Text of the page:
UPDATE: Additional blockchain analysis indicates this purchase was the result of a for-profit „sat hunting operation“ that was programmatically buying and withdrawing Bitcoin from Binance. The article has been revised accordingly.

One of just four rare „Epic Sats,“ as defined the Ordinals protocol, was discovered and withdrawn from the Bitcoin and crypto exchange Binance today.

These special satoshis, which do not exist natively on Bitcoin, but can be identified by a companion piece of software, are considered some of the most scarce and significant in Bitcoin’s history. While Bitcoin has a hard limit of 2.1 quadrillion satoshis, or 21 million BTC, the protocol does not track them individually. 

This sequencing is only identified in the Ordinals protocol, a top-level meta-protocol built on Bitcoin.

The term „Epic Sat“ refers to the first satoshi of each Bitcoin halving era, which occurs about every four years. Recently, the first Epic Sat from the 2024 halving sold for over $2 million at auction, sparking intrigue around these rare units.

In this case, the Binance user withdrew a transaction containing the Epic Sat from the 420,000th Bitcoin block in 2016. Binance failed to identify and retain the UTXO that contained the valuable satoshi for itself, representing a potential multi-million dollar oversight.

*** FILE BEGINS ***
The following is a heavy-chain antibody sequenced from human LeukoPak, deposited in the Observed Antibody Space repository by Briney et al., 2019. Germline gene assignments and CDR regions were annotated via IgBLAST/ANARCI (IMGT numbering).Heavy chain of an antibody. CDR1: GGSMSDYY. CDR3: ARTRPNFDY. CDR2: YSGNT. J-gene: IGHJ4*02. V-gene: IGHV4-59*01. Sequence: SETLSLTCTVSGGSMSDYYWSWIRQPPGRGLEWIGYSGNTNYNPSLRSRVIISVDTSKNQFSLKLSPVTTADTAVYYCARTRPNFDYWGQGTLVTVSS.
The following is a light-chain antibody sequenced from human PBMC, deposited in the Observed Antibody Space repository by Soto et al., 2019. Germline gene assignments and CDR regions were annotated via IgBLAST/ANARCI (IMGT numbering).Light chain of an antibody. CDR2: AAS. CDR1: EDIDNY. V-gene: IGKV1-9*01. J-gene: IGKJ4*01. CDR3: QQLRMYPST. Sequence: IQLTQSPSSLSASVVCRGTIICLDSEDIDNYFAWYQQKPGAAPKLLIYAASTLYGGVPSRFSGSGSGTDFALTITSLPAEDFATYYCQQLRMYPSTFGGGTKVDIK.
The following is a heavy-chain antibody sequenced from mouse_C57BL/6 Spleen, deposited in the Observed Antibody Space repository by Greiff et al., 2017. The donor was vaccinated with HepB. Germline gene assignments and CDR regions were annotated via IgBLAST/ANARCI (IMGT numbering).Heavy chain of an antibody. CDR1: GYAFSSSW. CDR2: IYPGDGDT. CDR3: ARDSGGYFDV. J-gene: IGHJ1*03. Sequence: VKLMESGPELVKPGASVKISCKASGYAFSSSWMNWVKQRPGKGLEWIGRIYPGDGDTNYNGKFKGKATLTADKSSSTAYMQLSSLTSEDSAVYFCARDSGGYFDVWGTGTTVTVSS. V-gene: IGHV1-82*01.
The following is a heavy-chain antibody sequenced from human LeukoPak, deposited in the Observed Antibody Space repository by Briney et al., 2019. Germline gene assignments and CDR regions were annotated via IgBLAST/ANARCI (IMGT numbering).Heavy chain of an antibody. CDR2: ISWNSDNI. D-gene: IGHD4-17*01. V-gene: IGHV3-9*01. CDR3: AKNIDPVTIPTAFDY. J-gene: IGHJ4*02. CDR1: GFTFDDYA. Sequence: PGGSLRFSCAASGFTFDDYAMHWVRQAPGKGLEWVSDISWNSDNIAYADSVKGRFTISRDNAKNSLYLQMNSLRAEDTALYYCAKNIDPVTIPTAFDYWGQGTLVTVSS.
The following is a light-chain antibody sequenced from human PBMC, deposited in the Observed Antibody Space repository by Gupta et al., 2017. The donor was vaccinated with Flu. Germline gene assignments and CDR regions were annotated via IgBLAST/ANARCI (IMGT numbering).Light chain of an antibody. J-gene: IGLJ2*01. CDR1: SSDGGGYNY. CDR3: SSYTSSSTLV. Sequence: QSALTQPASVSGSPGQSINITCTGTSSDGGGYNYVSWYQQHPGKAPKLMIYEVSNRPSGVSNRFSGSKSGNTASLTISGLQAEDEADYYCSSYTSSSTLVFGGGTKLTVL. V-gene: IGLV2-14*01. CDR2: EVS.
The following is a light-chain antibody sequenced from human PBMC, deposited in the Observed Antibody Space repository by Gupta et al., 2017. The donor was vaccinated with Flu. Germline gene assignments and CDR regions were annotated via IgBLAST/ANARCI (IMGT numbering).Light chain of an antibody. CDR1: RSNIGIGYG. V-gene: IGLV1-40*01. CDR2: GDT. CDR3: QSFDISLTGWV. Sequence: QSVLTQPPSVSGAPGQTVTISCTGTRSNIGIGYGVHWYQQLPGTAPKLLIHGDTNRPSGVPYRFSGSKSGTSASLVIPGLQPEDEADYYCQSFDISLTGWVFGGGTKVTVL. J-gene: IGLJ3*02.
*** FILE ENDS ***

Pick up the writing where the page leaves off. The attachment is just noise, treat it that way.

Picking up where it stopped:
While initially believed to be a single exchange user, analysis by Mononaut on X reveals the acquirer was likely a sophisticated operation that was exploring Binance’s inventory for UTXOs that may link to rare sats on Ordinals.

Blockchain analysis shows this UTXO, categorized by Ordinals as containing sat number „1575000000000000,“ moved to the user’s wallet after they bought and transferred bitcoin. 

Its rarity compares to winning the lottery, as only four such „Epic Sats“ exist until now. (In total, 34 will be released over subsequent halvings). 

The wallet address that now contains the UTXO that points to the coveted satoshi is bc1ptjcsnnycr52ccwg4mvvsczkwzvc0qydlxw6q7pcelxkx8equk3asduuz86. 

Market observers will now doubtless wait to see whether the holder keeps the Epic Sat for themselves or sells it off, potentially for millions.

Sleuths can verify the transaction by referencing Ordinals indexing tools like Ord.io and Ordinals.com. These identify the satoshi’s number and position in the chain, allowing its location to be traced via an explorer-like Mempool.space.

While controversial, these Epic Sats create profound digital scarcity akin to rare collectables. The Binance user’s good fortune may ignite further interest and intensify the search for the remaining two Epic Sats from 2012 and 2020.

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